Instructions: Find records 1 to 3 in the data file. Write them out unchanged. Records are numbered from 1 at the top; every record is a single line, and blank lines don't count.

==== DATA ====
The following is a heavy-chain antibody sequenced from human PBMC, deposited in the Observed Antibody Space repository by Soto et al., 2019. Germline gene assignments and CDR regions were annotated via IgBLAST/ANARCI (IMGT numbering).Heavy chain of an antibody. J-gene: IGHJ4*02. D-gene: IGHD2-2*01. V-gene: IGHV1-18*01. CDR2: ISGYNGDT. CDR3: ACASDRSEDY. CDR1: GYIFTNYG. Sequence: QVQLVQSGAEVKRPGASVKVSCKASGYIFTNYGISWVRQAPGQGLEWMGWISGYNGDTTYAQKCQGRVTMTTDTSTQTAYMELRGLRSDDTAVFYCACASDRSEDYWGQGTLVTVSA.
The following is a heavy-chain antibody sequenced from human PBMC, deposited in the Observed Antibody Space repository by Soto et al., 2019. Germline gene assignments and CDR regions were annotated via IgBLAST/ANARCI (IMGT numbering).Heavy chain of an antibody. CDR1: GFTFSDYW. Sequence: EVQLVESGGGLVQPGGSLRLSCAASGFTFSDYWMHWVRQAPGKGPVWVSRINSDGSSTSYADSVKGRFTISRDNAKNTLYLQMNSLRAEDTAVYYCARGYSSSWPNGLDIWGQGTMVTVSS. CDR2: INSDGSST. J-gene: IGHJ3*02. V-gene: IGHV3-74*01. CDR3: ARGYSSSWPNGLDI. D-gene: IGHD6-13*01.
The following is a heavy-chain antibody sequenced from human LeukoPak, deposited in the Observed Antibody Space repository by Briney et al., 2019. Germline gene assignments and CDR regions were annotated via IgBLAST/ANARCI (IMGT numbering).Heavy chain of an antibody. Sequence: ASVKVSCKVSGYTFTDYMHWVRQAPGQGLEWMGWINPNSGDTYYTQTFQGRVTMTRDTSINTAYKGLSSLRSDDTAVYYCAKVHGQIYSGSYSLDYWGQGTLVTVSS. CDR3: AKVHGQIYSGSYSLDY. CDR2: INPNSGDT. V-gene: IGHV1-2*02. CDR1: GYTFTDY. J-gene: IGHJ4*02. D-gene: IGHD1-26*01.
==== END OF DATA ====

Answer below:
The following is a heavy-chain antibody sequenced from human PBMC, deposited in the Observed Antibody Space repository by Soto et al., 2019. Germline gene assignments and CDR regions were annotated via IgBLAST/ANARCI (IMGT numbering).Heavy chain of an antibody. J-gene: IGHJ4*02. D-gene: IGHD2-2*01. V-gene: IGHV1-18*01. CDR2: ISGYNGDT. CDR3: ACASDRSEDY. CDR1: GYIFTNYG. Sequence: QVQLVQSGAEVKRPGASVKVSCKASGYIFTNYGISWVRQAPGQGLEWMGWISGYNGDTTYAQKCQGRVTMTTDTSTQTAYMELRGLRSDDTAVFYCACASDRSEDYWGQGTLVTVSA.
The following is a heavy-chain antibody sequenced from human PBMC, deposited in the Observed Antibody Space repository by Soto et al., 2019. Germline gene assignments and CDR regions were annotated via IgBLAST/ANARCI (IMGT numbering).Heavy chain of an antibody. CDR1: GFTFSDYW. Sequence: EVQLVESGGGLVQPGGSLRLSCAASGFTFSDYWMHWVRQAPGKGPVWVSRINSDGSSTSYADSVKGRFTISRDNAKNTLYLQMNSLRAEDTAVYYCARGYSSSWPNGLDIWGQGTMVTVSS. CDR2: INSDGSST. J-gene: IGHJ3*02. V-gene: IGHV3-74*01. CDR3: ARGYSSSWPNGLDI. D-gene: IGHD6-13*01.
The following is a heavy-chain antibody sequenced from human LeukoPak, deposited in the Observed Antibody Space repository by Briney et al., 2019. Germline gene assignments and CDR regions were annotated via IgBLAST/ANARCI (IMGT numbering).Heavy chain of an antibody. Sequence: ASVKVSCKVSGYTFTDYMHWVRQAPGQGLEWMGWINPNSGDTYYTQTFQGRVTMTRDTSINTAYKGLSSLRSDDTAVYYCAKVHGQIYSGSYSLDYWGQGTLVTVSS. CDR3: AKVHGQIYSGSYSLDY. CDR2: INPNSGDT. V-gene: IGHV1-2*02. CDR1: GYTFTDY. J-gene: IGHJ4*02. D-gene: IGHD1-26*01.